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Shellac Memories
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The Floyd that figures most prominently in my musical memories isn't Pink, and the most memorable Collins isn't Phil.

Fifty years ago, one of the 78s I used to play on the hand cracked Victrola that my grandparents still kept in their living room, was The Ballad of Floyd Collins.

At the time I didn't give much thought to the reality behind the lugubrious ditty. Years later I learned that Floyd had been a legendary spelunker -- discoverer of Crystal Cave -- who'd been trapped underground while exploring. The doomed rescue effort lasted 18 days and captured the country's interest thanks to radio which was a fairly new medium back in 1925.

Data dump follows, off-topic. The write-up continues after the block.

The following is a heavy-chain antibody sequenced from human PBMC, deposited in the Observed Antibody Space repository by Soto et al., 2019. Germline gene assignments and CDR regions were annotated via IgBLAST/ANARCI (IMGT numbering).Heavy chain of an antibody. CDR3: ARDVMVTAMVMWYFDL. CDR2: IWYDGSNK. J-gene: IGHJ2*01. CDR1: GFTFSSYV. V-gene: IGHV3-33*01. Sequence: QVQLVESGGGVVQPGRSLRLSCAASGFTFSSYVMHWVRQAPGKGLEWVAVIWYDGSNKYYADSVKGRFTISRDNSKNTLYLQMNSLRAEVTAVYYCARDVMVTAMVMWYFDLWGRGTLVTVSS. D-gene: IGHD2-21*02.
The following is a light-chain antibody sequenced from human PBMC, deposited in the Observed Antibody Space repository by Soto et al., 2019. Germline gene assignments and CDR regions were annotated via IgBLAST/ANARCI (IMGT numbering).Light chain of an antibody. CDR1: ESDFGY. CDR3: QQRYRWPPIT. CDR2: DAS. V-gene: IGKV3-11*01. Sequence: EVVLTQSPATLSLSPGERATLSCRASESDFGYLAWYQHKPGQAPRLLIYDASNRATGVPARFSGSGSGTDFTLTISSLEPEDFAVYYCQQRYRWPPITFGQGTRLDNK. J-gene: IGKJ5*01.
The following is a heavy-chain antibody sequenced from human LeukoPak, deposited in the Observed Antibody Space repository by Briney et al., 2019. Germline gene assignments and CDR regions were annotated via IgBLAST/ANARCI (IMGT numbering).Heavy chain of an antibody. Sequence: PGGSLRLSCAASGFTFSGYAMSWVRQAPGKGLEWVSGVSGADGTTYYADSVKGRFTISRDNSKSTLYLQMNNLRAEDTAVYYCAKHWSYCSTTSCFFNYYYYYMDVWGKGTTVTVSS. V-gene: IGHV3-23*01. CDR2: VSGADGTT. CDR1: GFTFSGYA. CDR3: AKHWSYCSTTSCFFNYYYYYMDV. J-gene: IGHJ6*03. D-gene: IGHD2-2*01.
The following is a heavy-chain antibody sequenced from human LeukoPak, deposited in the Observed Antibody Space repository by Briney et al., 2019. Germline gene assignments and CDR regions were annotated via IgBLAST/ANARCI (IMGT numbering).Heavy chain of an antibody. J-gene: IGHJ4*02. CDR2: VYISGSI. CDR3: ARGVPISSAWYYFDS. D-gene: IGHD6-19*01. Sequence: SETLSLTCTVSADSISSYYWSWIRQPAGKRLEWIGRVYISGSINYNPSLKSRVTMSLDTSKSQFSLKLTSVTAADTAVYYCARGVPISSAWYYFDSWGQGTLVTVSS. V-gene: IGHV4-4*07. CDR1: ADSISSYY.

The subsequent ballad turned out to be an early radio hit, so it wasn't surprising to find an old shellac disk which had survived, except I'd never thought of my grandparents as the sort of people who rushed out to buy the latest chart topper.

The faint hiss and crackle the steel needle scraped out of the depleted grooves sounded like an ancient radio transmission. For me, it was like listening to an audio time machine. I wasn't much bothered by poor Floyd's demise. The passing years had transmuted his tragedy into history.

Besides, a song about a man who died in a cave was more to my liking than the sappy, Ray Coniff stuff my parents listened to.

Strange to think that my memory of listening to the song is as distant as Floyd's misfortune was back when I sat in front of the old Victrola.

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